• Soothing Golden Milk: Make pleasant golden milk with turmeric, cinnamon, cardamom, and a touch of honey to almond milk. This milk is soothing to both the body and soul.
  • Running Cold: In case of a running cold, inhale smoke from the burning turmeric. It will increase the discharge from the nose and will bring quicker relief.
  • For Children and Infant: For cold in infants and children try haldi water. To make this, bring water to boil. Add 1 teaspoon turmeric powder and 1/4 teaspoon of caraway seeds or bishop’s weed. Boil for few more minutes and turn off the heat. Once water is completely cool, add little honey for taste. 30 ml of this water thrice a day is very beneficial.
  • Tonsils: To treat swelling of tonsils in the throat, use it as a gargle. Mix 1 pinch of salt and turmeric powder in a 1/2 cup of warm water. Try this gargle 2-3 times a day.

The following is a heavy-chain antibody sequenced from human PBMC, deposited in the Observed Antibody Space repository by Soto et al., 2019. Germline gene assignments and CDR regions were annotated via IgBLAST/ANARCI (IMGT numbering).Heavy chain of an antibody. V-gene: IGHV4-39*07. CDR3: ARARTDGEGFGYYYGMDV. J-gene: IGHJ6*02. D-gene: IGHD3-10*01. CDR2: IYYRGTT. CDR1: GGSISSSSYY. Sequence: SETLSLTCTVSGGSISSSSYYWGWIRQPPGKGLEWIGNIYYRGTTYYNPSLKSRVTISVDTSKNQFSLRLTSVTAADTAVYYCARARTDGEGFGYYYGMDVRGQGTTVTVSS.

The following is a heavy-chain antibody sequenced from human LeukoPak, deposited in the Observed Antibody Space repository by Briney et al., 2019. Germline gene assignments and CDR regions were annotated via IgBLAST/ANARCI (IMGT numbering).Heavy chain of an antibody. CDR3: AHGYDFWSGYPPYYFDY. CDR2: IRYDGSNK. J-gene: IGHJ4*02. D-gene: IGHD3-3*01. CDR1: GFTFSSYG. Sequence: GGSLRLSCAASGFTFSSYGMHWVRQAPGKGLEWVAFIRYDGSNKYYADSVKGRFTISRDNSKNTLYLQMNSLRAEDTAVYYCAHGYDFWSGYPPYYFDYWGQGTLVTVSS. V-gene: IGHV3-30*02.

3. Skin Care

  • Acne or Pimples: A teaspoonful of coriander juice, mixed with a pinch of turmeric powder, is effective home remedy for pimples (acne) and blackheads. Apply the mixture to the face after thoroughly washing it, every night before retiring.
  • Beauty Aid: 1 teaspoon of turmeric paste mix with milk cream, sandal wood paste and bengal gram flour makes an excellent cosmetic. Applied once a day, will keep the face fresh and soft.
  • Bruises: Anti-inflammatory properties of this herb makes is good remedy for bruises, traumatic swelling and abrasion. Make a paste by mixing together 1/2 teaspoon of turmeric with a pinch of salt. Apply on affected area.